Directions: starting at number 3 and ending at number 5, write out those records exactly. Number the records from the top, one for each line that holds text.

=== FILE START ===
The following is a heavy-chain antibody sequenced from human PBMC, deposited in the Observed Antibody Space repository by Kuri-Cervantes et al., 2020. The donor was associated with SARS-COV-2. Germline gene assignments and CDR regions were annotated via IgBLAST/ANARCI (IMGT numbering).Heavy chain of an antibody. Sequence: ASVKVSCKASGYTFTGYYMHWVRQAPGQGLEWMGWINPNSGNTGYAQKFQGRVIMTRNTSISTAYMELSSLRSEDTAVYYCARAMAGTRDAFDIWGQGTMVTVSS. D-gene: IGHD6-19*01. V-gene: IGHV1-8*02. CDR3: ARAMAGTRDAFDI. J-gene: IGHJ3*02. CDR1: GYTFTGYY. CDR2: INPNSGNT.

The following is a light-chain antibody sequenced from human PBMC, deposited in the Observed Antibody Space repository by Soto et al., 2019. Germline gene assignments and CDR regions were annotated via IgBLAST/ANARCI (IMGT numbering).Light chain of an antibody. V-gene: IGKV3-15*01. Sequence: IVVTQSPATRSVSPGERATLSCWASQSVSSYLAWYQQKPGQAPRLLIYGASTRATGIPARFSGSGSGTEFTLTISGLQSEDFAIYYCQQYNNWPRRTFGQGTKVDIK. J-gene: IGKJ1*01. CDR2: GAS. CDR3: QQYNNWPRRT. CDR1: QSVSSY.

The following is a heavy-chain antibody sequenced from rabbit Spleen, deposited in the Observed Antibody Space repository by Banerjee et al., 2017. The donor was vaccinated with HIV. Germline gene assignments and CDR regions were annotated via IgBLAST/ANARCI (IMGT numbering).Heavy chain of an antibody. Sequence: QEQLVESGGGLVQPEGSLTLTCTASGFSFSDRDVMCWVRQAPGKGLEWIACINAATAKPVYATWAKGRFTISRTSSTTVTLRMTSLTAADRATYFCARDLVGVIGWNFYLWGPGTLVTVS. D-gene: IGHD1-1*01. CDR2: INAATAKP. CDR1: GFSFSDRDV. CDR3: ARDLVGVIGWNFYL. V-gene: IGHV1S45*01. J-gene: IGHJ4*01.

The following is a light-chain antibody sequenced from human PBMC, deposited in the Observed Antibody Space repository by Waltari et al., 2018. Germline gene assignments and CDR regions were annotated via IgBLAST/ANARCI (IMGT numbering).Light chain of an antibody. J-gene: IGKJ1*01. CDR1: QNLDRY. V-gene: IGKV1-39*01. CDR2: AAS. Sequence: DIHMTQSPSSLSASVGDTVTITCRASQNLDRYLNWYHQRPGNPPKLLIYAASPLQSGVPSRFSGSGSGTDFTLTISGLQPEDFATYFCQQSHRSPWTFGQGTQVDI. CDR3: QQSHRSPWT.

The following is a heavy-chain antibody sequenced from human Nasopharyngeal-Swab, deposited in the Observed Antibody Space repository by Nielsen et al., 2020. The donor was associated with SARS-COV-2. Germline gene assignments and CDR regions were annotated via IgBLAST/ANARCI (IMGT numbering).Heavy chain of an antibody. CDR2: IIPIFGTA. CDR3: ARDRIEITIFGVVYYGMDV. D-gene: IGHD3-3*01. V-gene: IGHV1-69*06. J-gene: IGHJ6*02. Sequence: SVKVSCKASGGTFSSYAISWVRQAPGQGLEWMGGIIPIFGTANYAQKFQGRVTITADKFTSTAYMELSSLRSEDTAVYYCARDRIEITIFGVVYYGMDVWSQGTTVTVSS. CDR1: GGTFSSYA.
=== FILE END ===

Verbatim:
The following is a heavy-chain antibody sequenced from rabbit Spleen, deposited in the Observed Antibody Space repository by Banerjee et al., 2017. The donor was vaccinated with HIV. Germline gene assignments and CDR regions were annotated via IgBLAST/ANARCI (IMGT numbering).Heavy chain of an antibody. Sequence: QEQLVESGGGLVQPEGSLTLTCTASGFSFSDRDVMCWVRQAPGKGLEWIACINAATAKPVYATWAKGRFTISRTSSTTVTLRMTSLTAADRATYFCARDLVGVIGWNFYLWGPGTLVTVS. D-gene: IGHD1-1*01. CDR2: INAATAKP. CDR1: GFSFSDRDV. CDR3: ARDLVGVIGWNFYL. V-gene: IGHV1S45*01. J-gene: IGHJ4*01.

The following is a light-chain antibody sequenced from human PBMC, deposited in the Observed Antibody Space repository by Waltari et al., 2018. Germline gene assignments and CDR regions were annotated via IgBLAST/ANARCI (IMGT numbering).Light chain of an antibody. J-gene: IGKJ1*01. CDR1: QNLDRY. V-gene: IGKV1-39*01. CDR2: AAS. Sequence: DIHMTQSPSSLSASVGDTVTITCRASQNLDRYLNWYHQRPGNPPKLLIYAASPLQSGVPSRFSGSGSGTDFTLTISGLQPEDFATYFCQQSHRSPWTFGQGTQVDI. CDR3: QQSHRSPWT.

The following is a heavy-chain antibody sequenced from human Nasopharyngeal-Swab, deposited in the Observed Antibody Space repository by Nielsen et al., 2020. The donor was associated with SARS-COV-2. Germline gene assignments and CDR regions were annotated via IgBLAST/ANARCI (IMGT numbering).Heavy chain of an antibody. CDR2: IIPIFGTA. CDR3: ARDRIEITIFGVVYYGMDV. D-gene: IGHD3-3*01. V-gene: IGHV1-69*06. J-gene: IGHJ6*02. Sequence: SVKVSCKASGGTFSSYAISWVRQAPGQGLEWMGGIIPIFGTANYAQKFQGRVTITADKFTSTAYMELSSLRSEDTAVYYCARDRIEITIFGVVYYGMDVWSQGTTVTVSS. CDR1: GGTFSSYA.